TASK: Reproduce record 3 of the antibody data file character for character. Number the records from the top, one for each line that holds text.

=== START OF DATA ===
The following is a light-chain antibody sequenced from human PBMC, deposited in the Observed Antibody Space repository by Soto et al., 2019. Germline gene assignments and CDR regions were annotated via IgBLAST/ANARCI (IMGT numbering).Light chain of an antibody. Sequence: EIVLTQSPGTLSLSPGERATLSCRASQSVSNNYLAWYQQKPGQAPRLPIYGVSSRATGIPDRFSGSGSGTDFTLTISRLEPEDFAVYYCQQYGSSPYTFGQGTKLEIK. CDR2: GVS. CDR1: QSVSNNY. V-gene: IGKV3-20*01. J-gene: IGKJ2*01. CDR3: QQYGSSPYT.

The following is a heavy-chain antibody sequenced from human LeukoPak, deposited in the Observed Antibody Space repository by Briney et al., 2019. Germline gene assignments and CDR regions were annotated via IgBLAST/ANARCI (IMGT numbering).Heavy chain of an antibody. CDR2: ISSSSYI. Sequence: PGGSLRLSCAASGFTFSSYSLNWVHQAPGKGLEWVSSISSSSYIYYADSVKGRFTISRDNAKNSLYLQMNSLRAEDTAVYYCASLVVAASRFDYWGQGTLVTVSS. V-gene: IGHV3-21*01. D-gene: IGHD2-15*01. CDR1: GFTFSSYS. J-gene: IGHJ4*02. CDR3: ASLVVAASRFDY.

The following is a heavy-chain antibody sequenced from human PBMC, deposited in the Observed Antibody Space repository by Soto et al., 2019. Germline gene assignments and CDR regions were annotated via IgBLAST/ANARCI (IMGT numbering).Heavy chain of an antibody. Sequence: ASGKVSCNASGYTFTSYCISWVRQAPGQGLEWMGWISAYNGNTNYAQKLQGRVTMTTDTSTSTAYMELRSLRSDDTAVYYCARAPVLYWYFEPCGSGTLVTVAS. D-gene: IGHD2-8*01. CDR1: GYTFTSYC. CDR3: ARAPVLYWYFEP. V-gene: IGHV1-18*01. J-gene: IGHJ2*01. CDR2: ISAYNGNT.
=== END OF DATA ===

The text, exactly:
The following is a heavy-chain antibody sequenced from human PBMC, deposited in the Observed Antibody Space repository by Soto et al., 2019. Germline gene assignments and CDR regions were annotated via IgBLAST/ANARCI (IMGT numbering).Heavy chain of an antibody. Sequence: ASGKVSCNASGYTFTSYCISWVRQAPGQGLEWMGWISAYNGNTNYAQKLQGRVTMTTDTSTSTAYMELRSLRSDDTAVYYCARAPVLYWYFEPCGSGTLVTVAS. D-gene: IGHD2-8*01. CDR1: GYTFTSYC. CDR3: ARAPVLYWYFEP. V-gene: IGHV1-18*01. J-gene: IGHJ2*01. CDR2: ISAYNGNT.